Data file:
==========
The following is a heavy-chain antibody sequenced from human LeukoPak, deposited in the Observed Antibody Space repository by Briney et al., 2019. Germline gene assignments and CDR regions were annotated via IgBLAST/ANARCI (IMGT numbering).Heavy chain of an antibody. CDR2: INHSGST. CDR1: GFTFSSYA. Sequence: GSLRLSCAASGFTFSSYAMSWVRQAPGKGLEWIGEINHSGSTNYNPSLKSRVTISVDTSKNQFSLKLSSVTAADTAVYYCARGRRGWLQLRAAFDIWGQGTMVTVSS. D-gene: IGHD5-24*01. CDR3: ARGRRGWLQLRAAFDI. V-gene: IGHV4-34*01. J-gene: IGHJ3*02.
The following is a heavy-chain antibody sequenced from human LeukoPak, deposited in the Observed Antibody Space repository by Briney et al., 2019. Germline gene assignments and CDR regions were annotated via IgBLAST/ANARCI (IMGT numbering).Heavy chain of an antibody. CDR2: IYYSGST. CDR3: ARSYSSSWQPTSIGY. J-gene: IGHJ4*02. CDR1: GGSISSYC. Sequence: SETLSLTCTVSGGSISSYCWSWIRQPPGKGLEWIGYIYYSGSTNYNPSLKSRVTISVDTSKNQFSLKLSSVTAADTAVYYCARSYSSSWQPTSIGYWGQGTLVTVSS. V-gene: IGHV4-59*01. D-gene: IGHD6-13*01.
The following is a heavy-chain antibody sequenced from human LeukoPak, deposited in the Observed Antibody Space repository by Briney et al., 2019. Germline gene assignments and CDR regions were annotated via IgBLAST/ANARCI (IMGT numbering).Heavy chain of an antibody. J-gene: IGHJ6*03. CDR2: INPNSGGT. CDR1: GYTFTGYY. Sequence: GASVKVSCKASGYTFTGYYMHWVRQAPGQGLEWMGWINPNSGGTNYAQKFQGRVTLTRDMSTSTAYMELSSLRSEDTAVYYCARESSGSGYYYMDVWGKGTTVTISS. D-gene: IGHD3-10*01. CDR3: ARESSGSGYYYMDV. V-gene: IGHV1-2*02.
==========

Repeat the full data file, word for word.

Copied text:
The following is a heavy-chain antibody sequenced from human LeukoPak, deposited in the Observed Antibody Space repository by Briney et al., 2019. Germline gene assignments and CDR regions were annotated via IgBLAST/ANARCI (IMGT numbering).Heavy chain of an antibody. CDR2: INHSGST. CDR1: GFTFSSYA. Sequence: GSLRLSCAASGFTFSSYAMSWVRQAPGKGLEWIGEINHSGSTNYNPSLKSRVTISVDTSKNQFSLKLSSVTAADTAVYYCARGRRGWLQLRAAFDIWGQGTMVTVSS. D-gene: IGHD5-24*01. CDR3: ARGRRGWLQLRAAFDI. V-gene: IGHV4-34*01. J-gene: IGHJ3*02.
The following is a heavy-chain antibody sequenced from human LeukoPak, deposited in the Observed Antibody Space repository by Briney et al., 2019. Germline gene assignments and CDR regions were annotated via IgBLAST/ANARCI (IMGT numbering).Heavy chain of an antibody. CDR2: IYYSGST. CDR3: ARSYSSSWQPTSIGY. J-gene: IGHJ4*02. CDR1: GGSISSYC. Sequence: SETLSLTCTVSGGSISSYCWSWIRQPPGKGLEWIGYIYYSGSTNYNPSLKSRVTISVDTSKNQFSLKLSSVTAADTAVYYCARSYSSSWQPTSIGYWGQGTLVTVSS. V-gene: IGHV4-59*01. D-gene: IGHD6-13*01.
The following is a heavy-chain antibody sequenced from human LeukoPak, deposited in the Observed Antibody Space repository by Briney et al., 2019. Germline gene assignments and CDR regions were annotated via IgBLAST/ANARCI (IMGT numbering).Heavy chain of an antibody. J-gene: IGHJ6*03. CDR2: INPNSGGT. CDR1: GYTFTGYY. Sequence: GASVKVSCKASGYTFTGYYMHWVRQAPGQGLEWMGWINPNSGGTNYAQKFQGRVTLTRDMSTSTAYMELSSLRSEDTAVYYCARESSGSGYYYMDVWGKGTTVTISS. D-gene: IGHD3-10*01. CDR3: ARESSGSGYYYMDV. V-gene: IGHV1-2*02.